The Protected Petroglyphs of China Lake Naval Base | KCET
The Protected Petroglyphs of China Lake Naval Base
The greatest (meaning both the largest and the best preserved) concentration of Native American rock art in the country is only about a hundred miles north of Los Angeles. And it’s a beautiful drive too, through canyons and high desert valleys, sweeping vistas and surreal rock formations on the approach to the town of Ridgecrest and the dry sand bed of China Lake. As in China Lake Naval Base. And that’s where things get interesting.
In the canyons and plateaus of the Coso Mountains are thousands of images left by the Coso native people who once populated this region. Not much is certain about this hunter-gatherer society, but when gold and other minerals were discovered in California, settlers staked their claim on this land. Skirmishes with the Coso peoples led the U.S. Army to forcibly evict nearly 900 Indians from the area in 1863. The dispersal of the population continued again when the City of Los Angeles purchased much of their land.
The petroglyphs are carved into the rocks, and range in age from Paleoindian times to the present, with some as old as 12,000 years. Imagery ranges from sheep, lizards, mountain lions and snakes, to people, ceremonial objects, rain, fire and abstract patterns representing the cosmos.There are many theories as to why these images exist. Some say it was a part of a hunting ritual, while others believe the petroglyphs are a result of altered states of mind.
This treasure trove is located on the Naval Air Weapons Station, China Lake, a major research, development, test and evaluation facility active since 1943. Public access is permitted to many of these petroglyphs but is limited to tours with Navy-approved guides — and interestingly, not open at all to foreign nationals, because it’s an active military intelligence site. Last year they hosted about 650 people in 37 total tours. There’s a Department of Defense visitor application packet online that looks pretty intense. So there’s that. But eccentric logistics aside, it’s worth taking a moment to unpack this unusual custodial arrangement.
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It feels a bit counterintuitive to think of a military installation, particularly one which frequently hosts live weapons testing events, as the protectors of cultural anthropology and fragile ecosystems. The truth is, in the beginning it was probably a happy accident. The Navy needed a remote location and a barrier of depopulated land. Their presence ensured the site would never be overrun with rogue tourists, developers, vandals or industrial pollution. Cooperation ensued. Whatever the decision-making process was back in 1943, soon enough they became cognizant of what they had and then proud of it, and it seems to be working out. The official military statement states clearly, that “NAWS China Lake firmly believes that the petroglyphs located within the installation are a treasure and should be shared.”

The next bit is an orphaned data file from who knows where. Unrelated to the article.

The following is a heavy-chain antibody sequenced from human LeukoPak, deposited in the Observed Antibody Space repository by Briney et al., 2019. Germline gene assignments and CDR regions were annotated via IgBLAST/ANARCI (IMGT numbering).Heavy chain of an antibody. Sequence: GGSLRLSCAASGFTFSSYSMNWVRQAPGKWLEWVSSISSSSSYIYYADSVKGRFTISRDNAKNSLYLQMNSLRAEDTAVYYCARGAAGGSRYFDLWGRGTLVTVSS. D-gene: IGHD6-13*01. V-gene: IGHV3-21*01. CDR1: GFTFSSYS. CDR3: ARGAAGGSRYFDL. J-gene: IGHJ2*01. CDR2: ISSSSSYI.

At this point, a network of cultural, educational and governmental organizations and agencies are stakeholders in the dispensation and management of the site, each with slightly different priorities. And yet in a rare example of confluence befitting such a sacred site, these directives not only do not compete but rather overlap and enhance each other. Even — or some might argue, especially — the military’s. The Maturango Museum on the site is an information center for Death Valley National Park, the Eastern Sierra Mountains and places of local historical and geological interest. The National Park Service has a hand in things, and they work closely with the Bureau of Land Management and the Forest Service. The site has even attracted the attention of international organizations like very fancy Geneva-based Bradshaw Foundation, whose cultural heritage site preservation exists, “to discover, document and preserve ancient rock art around the world, and promote the study of early mankind’s artistic achievements.” Even though they don’t actively work with China Lake, they produced this gorgeous video for their online archives.
But even with all of that, and the Navy very much in charge, the public’s only true access point into the canyons is the Maturango Museum. Founded by prominent local residents connected to the Navy and the town of Ridgecrest starting in 1961, it was not necessarily focused on the petroglyphs, but rather on the broader strokes of local and natural history, regional art and craft, zoology, botany, paleontology and archaeology — all of which remain central to their year-round programming, embracing their role as the central hub for the array of tourists, scholars, military historians, artists and environmentalists who find their way to the canyon. We spoke to Archaeology Curator Alexander Rogers (who goes by Sandy) and members of the staff about how it all comes together.
Please tell me more about the role of the museum in the local community, among the regular folks who live and work in the area.
Can you please explain how the arrangement with the China Lake Naval Base works, in terms of restriction/protection of the canyon? Do they have a liaison with your organization?
Top Image: Anthropomorphic art at Coso Rock Art District National Historic Landmark | Courtesy of Maturango Museum
This article has been updated to identify the Coso native peoples are makers of these images, include a little more history on the region and theories on the origins of these petroglyphs.
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